6th September 2020
Sunday afternoon round Vicky's.
It's time for a new campaign. This is a Star Wars: Edge of the Empire campaign run by Ares and we begin with character creation and introduction.
This version of the Star Wars RPG happens to be the 4th iteration of the license.
It was published as 3 different product lines. Each product line concentrating on a different facet of the Star Wars setting.
Edge of the Empire focuses on outlaws, criminals, smugglers and their ilk. It is set just after Chapter IV: A New Hope and on the rim of the galaxy, where The Empire has less influence.
It's a thick, heavy book running to 448 pages.
For such a big book, character creation is pretty straightforward. Although the pertinent information is unhelpfully spread out over many pages.
You pick a race, which gives you attribute scores and XP.
Next pick a career, this gives you some 'career skills' and points to put in them.
From career, you pick a specialisation, this gives more skills and access to that specialisation's 'talent tree'. Talents can be extra abilities, permanent bonuses or special moves etc.
Then XP is spent to increase any of these.
Finally, players pick or roll for an 'obligation', 'motivation', 'cause' and 'ambition'. These are all role play driven choices.
Edge of the Empire uses a version of 'Genesys' system. Most well known for its divisive use of custom dice that replaced the usual numbers with symbols. These symbols represent success, failure, advantage, despair and so on.
Different dice represent different 'sources' of potential success or failure such as natural talent, skill, advantage, difficulty.
When a player needs to make a roll, they take dice dependant on their skill and natural ability, then they take dice dependant on the situation etc and rolls them all at once. Then the number of successes is counted and the number failures is deducted, if there is at least 1 success then the roll is a success.
Additionally, other results such as 'triumph' or 'threat' can influence the final outcome. Furthermore, these can be used to interpret the result of a roll. For example if a player succeeds with triumph, if the triumph symbol was on a skill die, then their triumph was a skilful triumph and so on.
That's basically how it works, but is it any good?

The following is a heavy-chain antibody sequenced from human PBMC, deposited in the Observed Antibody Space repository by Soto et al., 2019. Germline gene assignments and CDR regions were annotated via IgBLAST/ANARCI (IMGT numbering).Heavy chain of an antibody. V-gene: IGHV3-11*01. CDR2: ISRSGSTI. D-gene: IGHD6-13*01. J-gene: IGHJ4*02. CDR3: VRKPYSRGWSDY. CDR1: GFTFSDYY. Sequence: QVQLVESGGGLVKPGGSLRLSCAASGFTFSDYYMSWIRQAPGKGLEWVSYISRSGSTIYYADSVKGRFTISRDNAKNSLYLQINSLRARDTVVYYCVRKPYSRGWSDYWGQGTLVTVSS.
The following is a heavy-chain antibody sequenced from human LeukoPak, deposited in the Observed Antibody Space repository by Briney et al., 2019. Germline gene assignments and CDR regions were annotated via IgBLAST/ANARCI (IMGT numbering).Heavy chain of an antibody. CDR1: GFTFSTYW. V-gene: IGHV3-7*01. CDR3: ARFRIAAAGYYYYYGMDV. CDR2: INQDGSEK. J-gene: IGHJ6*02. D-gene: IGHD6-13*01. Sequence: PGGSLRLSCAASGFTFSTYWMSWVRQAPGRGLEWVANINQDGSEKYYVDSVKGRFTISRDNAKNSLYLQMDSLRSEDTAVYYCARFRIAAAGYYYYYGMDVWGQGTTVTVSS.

The answer seems to be; it really, really depends.
Some people swear by it, saying it gives the rolls extra depth and gives them role playing ideas and inspiration.
Others say it's a cynical ploy to get people to buy an expensive set of dice useless for any other RPG and that it's unnecessarily complex by adding unrecognisable symbols to rolling.
Me? I'm not sold on it; I've previously played a couple of sessions with it before and felt that what the dice system does, could be achieved with other simpler systems. The system also felt quite 'whiffy', there can be a lot of 'modifiers' to the result of a roll, consequently it seemed very hard to just get a success!
Still, I'll keep an open mind and see how it goes, we've got a campaign to play!
The campaign begins on the planet of 'Pasaana' with our heroes all trying to find a way to 'Coruscant' - the Imperial seat of power. They are unconnected to and unaware of each other.
Robin - played by Vicky.
An escaped human slave on the run, who has found herself on Pasaana and looking for a way to escape to Coruscant.
Utri Lya'an - played by Mark.
For over 20 years, he was the governor of an outer rim colony, who refused to submit to Imperial rule. Now marked as a rebel sympathiser by The Empire and on the run, Utri is currently in hiding on Pasaana. Utri needs to get to Coruscant as soon as possible.
M/8 - played by Josh.
Formerly an assassin; this droid's memory partition have been deleted and he was deactivated. Current location: Unknown.
Chrisyglysuum A.K.A. Chrisy - played by Matt.
Chrisy is a SJW - social justice wookiee, he fights to protect his 'furry brothers and sisters' from Imperial enslavement and oppression. Chrisy is also a bodyguard in the employ of Utri.
Pellippo Phruy - played by yours truly.
After an industrial accident, Pell was frozen in carbon for a 1000 years, now reanimated and reacclimatised, he resumed his former occupation of 'nutrition delivery technician'. Work dried up and left Pell stranded on Pasaana, he has been trying to reach the Galactic Banking Authority head office on Coruscant to have the debt that was accumulated over the last 1000 years written off.
Pasaana was a dusty almost desert-like planet located on the rim of the galaxy. A harsh and remote place to live.
'The Festival of Ancestors' was in full swing, a big event that occurs only once every forty two years and large enough to draw visitors from across the galaxy.
The festival is actually so large that the planet's population increases sixfold during the celebrations.